Item 6 would modify subsection 118(5) to reflect the new timeline so that electors could not be removed from the roll between 8pm on the day of the close of rolls and the close of polling day. Section 118 deals with removing voters from the rolls when they have been challenged for a valid reason. The new subsection 118(5) would introduce a contraction of the current time period for removal, which is between 8pm on the day of the writ and the close of polling day.
Item 8 is consequential to the changes introduced to section 102 by item 5 and would adjust the relevant numbering elsewhere in the Electoral Act relating to the conduct of a preliminary scrutiny of declaration votes. A similar adjustment to the Referendum Act is made by item 12. Other changes to the Referendum Act reflect the introduction of the seventh day after the issue of the writ as the date for the close of the rolls.
Finally, item 1 seeks to introduce a drafting modification that would redefine current references to elections or polls in, for or in relation to divisions or subdivisions (which apply in the case of House of Representative elections) so as to include a reference to a Senate election or poll for a state or territory including the division or subdivision.
The central operative provision of Schedule 2 is item 2, which would amend subsection 93(8AA) so that it stipulates that prisoners serving a term of imprisonment for three or more years cannot vote in House of Representatives and Senate elections. The modified provision would replace the current unconstitutional provision, whereby the legislation seeks to prevent anyone serving any term of imprisonment from voting.
Those who, because of unsound mind cannot understand the nature and significance of enrolling or voting, or who have been convicted, and not pardoned, of treason or treachery, are excluded from being on the Electoral Roll at all. Under section 93(1) all prisoners who do not fit these categories are entitled to be on the Roll, and only those serving sentences of imprisonment of three or more years are, at the time of the election, denied the right to vote by the proposed operation of 93(8AA). Thus those serving three years or more imprisonment remain on the Electoral Roll – or can join it, and are only prevented from voting by the prohibition in 93(8AA).
Under the changes proposed in item 3 the Controller-General of Prisons in each State and Territory would have to send the Electoral Commissioner a list of people serving sentences of three or more years. At the moment the legislation specifies that the various Contollers-General would have to send details of everyone serving terms of imprisonment.
There are a number of minor changes made by the provisions in Schedule 2. In the case of one repeal and reinsertion there is no textual change made to the provision whatsoever – item 4’s repeal and reintroduction of an identical provision (subsection 208(2)) is unusual. It would seem from the Explanatory Memorandum that its repeal and reintroduction in identical form is regarded as necessary because the High Court had declared a paragraph therein, 208(2)(c), as invalid. The oddity in the Bill’s provisions and response to the High Court’s findings is that the nature and meaning of that provision will necessarily change (and consequently, presumably, become constitutionally acceptable) when the provision it refers to (i.e. 93(8AA)) is itself changed by the Bill. The Bill’s replacement but non-amendment of the provision may be technically necessary but unusual nonetheless.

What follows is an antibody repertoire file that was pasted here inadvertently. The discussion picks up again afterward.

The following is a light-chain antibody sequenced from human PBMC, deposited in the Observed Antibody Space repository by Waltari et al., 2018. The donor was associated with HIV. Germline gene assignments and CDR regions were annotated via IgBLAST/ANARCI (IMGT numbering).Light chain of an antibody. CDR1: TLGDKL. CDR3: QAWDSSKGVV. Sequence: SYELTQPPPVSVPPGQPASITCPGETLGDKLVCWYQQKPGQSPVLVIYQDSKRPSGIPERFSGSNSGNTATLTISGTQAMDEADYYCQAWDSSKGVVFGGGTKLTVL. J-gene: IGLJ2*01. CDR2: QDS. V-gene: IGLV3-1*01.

There may be an overabundance of caution in the decision to repeal and re-enact identical provisions, provisions which will now have a different meaning because they refer to an amended section – nevertheless the Government is taking the opportunity to make a number of other minor amendments which would usually be undertaken in a Statute Revisions Bill. So, for instance, the only textual change introduced by item 1 is to insert a ‘the’ into a subsection governing who is entitled to enrol and vote. The change is hardly remarkable although it is difficult to identify when comparing the original provision and its replacement. The Explanatory Memorandum suggests that the section’s repeal and reinsertion in the same form is necessitated because the section to which it refers (93(8AA)) is itself being changed. It is most common to leave pre-existing legislation intact even when the provisions to which they refer change.
A similar logic appears to apply to item 5, whereby a provision (subsection 221(3)) is repealed and the replacement substituted with only minor wording changes, such as are not essential and would, as has been said, usually be effected in statute revision legislation.
Finally section 22 of the other Act being amended, the Referendum Act, requires the Electoral Commissioner to prepare a certified list of voters when a referendum is to be held. The substantive amendment proposed in item 6 would mean that prisoners serving terms of three years or longer are excluded from this list, thus allowing enrolled prisoners to vote at a referendum if their sentence is less than three years.
Part 2 of both Schedules makes provisions for the future application of the legislative provisions. In summary these provisions are to apply to future elections and referendums from the commencement of the legislation, with provisions governing the list of excluded prisoners to commence more immediately.
Nearly all of these amendments could be said to have been necessitated by the High Court’s various decisions which defined for the Parliament what is within its constitutional power. The changes that were introduced by the 2006 Act were hotly contested, and the merits of the various options have been extensively canvassed. At this point, however, further reconsiderations of the matter may need to be through constitutional amendment.
Members, Senators and Parliamentary staff can obtain further information from the Parliamentary Library on (02) 6277 2500.
For copyright reasons some linked items are only available to members of Parliament.